A hundred years and innumerable cadavers later (and many pet cats), the collection was complete. I threw the generalized map of the brain onto the wall and stared at it. All the data was there, but now an even longer period of time had to be spent sifting through and analyzing the data, subjecting it to models and equations. The enormity of the task scared me, because I worried I would spend so long looking at the data that my hard disks would corrupt from the ionizing radiation hitting the moon's surface.

    Nine-hundred and ninety-nine years later, I had the solution. The solution said that it was impossible to transplant one's consciousness to a smaller brain. An inequality in the equations, previously misinterpreted, showed that it was equivalent to death, as the personality would be lost upon transcription. The cat would remain unaffected, since insticts are fungible!! All my effort was just spent to find a creative way of committing suicide.

    I snapped from my reverie. I had not been lucid for over a thousand years, but I finally realized what I had been looking for all along, the purpose of my evolved intelligence. It was to enjoy the indulgence of the instinct. The cold hiss of an opening beer was lost in the weak atmosphere, the golden liquid lazily floating out of the bottle. That was okay: outside I could enjoy the Earth, then go inside and enjoy the beer.

    @Tegan @Asmodeus
     
    #1 unanun, Oct 23, 2014
    Last edited: Oct 23, 2014
  2. WHAT DO YOU WANT FROM ME?!! >:[
     
  3. Feedback? >_>
     
  4. I was sad that he woke up. The first 4 paragraphs bored me. The middle was great.

     
    • Thank Thank x 1
  5. Thanks buddy!
     
  6. @Asmodeus, how did the beginning paragraphs help introduce the character? I remember asking for your feedback for a solo writing piece a while back, and you said that you had no sympathy for the character at that time, so this time I tried to frame the context of this fellow's actions.
     
  7. Well, it's a bit of a self-insert (trust me, I would know) isn't it? An ultra-scientific guy being all cold and logical and shit and worrying about the universe. And the dilemma he finds himself in is the same that all moderately intelligent people suffer in their late teens to early 20s. So it's not exactly setting the stakes high. It's like a teenager worrying about his virginity - sure it's a big deal for him, but how does it relate to the universal reader? The key drives of storytelling are love, conflict, acceptance, freedom, etc. You've gone for purpose, which is pretty important in the scheme of things, but still kinda "decadent" when you place it in the pyramid of human problems. Some readers won't relate, because they're more concerned about material issues. The problem has no origin in other people or world events - the conflict "comes" from nowhere but his own aspie brain. So I'm not inclined to feel sympathy.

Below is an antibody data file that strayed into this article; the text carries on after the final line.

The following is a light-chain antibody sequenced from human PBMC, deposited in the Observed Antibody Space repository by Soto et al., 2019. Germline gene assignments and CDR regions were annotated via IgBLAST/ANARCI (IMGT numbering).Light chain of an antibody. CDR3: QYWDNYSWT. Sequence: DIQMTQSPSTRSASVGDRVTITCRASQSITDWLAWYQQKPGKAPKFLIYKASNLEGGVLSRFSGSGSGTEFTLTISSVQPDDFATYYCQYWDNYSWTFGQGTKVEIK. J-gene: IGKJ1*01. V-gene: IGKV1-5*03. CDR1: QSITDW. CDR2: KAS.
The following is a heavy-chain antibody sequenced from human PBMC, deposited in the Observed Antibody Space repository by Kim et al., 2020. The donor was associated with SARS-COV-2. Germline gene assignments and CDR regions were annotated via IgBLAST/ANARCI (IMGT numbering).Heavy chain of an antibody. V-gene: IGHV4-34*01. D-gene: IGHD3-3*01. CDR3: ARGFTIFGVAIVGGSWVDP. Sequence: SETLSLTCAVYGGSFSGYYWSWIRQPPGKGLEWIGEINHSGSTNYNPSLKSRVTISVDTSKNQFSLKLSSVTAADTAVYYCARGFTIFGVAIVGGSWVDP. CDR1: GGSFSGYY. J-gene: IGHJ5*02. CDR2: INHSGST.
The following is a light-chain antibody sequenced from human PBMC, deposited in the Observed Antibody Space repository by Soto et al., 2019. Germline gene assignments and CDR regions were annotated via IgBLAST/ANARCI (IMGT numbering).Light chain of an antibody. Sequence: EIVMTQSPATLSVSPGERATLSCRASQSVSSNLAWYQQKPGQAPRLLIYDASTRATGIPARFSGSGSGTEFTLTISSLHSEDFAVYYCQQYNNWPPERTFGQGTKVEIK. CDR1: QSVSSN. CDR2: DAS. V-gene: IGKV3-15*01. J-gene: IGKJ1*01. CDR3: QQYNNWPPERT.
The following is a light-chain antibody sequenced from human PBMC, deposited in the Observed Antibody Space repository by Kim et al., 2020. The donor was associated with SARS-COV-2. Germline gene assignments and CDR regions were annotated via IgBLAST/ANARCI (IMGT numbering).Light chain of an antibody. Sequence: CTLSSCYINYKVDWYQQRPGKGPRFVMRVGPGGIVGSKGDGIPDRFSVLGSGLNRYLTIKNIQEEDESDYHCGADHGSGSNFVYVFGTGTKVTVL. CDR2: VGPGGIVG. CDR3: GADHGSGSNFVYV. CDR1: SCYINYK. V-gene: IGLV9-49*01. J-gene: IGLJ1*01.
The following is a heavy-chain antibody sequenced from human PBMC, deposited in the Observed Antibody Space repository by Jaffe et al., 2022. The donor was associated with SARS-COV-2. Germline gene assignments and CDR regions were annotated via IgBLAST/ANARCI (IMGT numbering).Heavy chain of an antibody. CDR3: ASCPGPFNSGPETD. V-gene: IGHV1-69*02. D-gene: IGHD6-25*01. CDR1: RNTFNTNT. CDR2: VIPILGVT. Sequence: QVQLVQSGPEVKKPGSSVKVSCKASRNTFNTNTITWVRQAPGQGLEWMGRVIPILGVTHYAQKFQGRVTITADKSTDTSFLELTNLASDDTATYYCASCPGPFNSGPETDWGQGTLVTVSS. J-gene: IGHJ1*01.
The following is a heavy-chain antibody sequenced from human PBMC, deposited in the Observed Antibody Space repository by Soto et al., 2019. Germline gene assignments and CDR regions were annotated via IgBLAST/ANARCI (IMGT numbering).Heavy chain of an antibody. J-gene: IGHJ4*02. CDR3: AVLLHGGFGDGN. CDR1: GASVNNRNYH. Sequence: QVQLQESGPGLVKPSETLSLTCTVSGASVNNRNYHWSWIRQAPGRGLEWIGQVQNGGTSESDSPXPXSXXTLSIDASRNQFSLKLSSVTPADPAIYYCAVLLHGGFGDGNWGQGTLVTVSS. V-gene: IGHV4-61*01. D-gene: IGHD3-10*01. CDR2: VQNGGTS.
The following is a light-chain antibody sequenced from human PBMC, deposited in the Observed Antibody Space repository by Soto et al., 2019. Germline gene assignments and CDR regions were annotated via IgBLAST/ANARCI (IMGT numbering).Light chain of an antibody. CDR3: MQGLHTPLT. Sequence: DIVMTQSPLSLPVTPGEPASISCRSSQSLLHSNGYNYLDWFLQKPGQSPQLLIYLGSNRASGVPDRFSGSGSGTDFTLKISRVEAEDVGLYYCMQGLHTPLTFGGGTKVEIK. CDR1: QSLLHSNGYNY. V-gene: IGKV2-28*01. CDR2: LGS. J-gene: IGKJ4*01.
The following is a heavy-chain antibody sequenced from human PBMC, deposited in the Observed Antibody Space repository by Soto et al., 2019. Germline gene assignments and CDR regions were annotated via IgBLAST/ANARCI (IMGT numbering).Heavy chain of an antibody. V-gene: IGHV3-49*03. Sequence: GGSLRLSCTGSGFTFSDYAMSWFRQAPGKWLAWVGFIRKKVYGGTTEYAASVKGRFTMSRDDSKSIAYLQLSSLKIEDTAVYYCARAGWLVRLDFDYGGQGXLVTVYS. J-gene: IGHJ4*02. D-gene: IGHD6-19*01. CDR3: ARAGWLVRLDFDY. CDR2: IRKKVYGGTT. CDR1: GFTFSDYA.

So you've got context, but not history. The character needs more definition, so that we see him as more than just an intellectual mouthpiece in a vacuum.

    *hurls a Kafka book*
     
    • Thank Thank x 1
  8. Thanks for the feedback, broh.
     
  9. I am tearing this apart in every way in MS. Expect a full critique today or tomorrow. The reason it is taking so long? I have read it 10 times and have considered every avenue and genre.


    Aside:



    #bettereditorthanwriter

    Happy Note:

    I think this has a lot of awesome potential in the grand scheme.

    @unanun
     
    #9 Tegan, Oct 24, 2014
    Last edited: Oct 24, 2014
    • Thank Thank x 1
  10. @unanun

    Why, as I watched Cheesecake groom herself, can I not just be like a cat?

    Makes no grammatical sense. Reword this half-thought half-action abortion. I asked myself “why can I not be just like a cat?” as I watched Cheesecake groom herself.

    The few moments where I became lucid from my life were truly awful. No matter what perspective I adopted, it was clear that my existence had no meaning.

    Instead of explicitly stating this, give at least one SPECIFIC instance where Nameless Protagonist (now known as UP) should become aware of his/her uselessness. Failure to help a friend/family person? Cliche scenario, I know, but it makes for a good example.